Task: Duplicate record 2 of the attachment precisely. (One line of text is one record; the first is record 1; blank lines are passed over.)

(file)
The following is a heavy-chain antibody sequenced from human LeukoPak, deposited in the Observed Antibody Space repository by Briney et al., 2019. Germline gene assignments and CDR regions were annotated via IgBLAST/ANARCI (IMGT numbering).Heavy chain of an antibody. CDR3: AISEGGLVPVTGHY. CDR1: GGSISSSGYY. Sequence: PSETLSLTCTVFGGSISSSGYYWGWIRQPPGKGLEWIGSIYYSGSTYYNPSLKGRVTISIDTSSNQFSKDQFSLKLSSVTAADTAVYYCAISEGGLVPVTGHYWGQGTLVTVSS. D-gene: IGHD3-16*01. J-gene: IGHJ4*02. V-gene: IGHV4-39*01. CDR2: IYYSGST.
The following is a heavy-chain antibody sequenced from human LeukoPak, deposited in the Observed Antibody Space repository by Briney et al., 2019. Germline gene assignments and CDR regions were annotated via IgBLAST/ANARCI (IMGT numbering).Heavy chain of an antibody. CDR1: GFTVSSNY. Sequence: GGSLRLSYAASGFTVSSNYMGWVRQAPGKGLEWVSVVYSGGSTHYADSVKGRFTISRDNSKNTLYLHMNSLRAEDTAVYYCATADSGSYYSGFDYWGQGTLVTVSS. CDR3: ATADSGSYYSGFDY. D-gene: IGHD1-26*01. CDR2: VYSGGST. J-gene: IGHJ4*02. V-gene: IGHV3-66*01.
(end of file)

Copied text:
The following is a heavy-chain antibody sequenced from human LeukoPak, deposited in the Observed Antibody Space repository by Briney et al., 2019. Germline gene assignments and CDR regions were annotated via IgBLAST/ANARCI (IMGT numbering).Heavy chain of an antibody. CDR1: GFTVSSNY. Sequence: GGSLRLSYAASGFTVSSNYMGWVRQAPGKGLEWVSVVYSGGSTHYADSVKGRFTISRDNSKNTLYLHMNSLRAEDTAVYYCATADSGSYYSGFDYWGQGTLVTVSS. CDR3: ATADSGSYYSGFDY. D-gene: IGHD1-26*01. CDR2: VYSGGST. J-gene: IGHJ4*02. V-gene: IGHV3-66*01.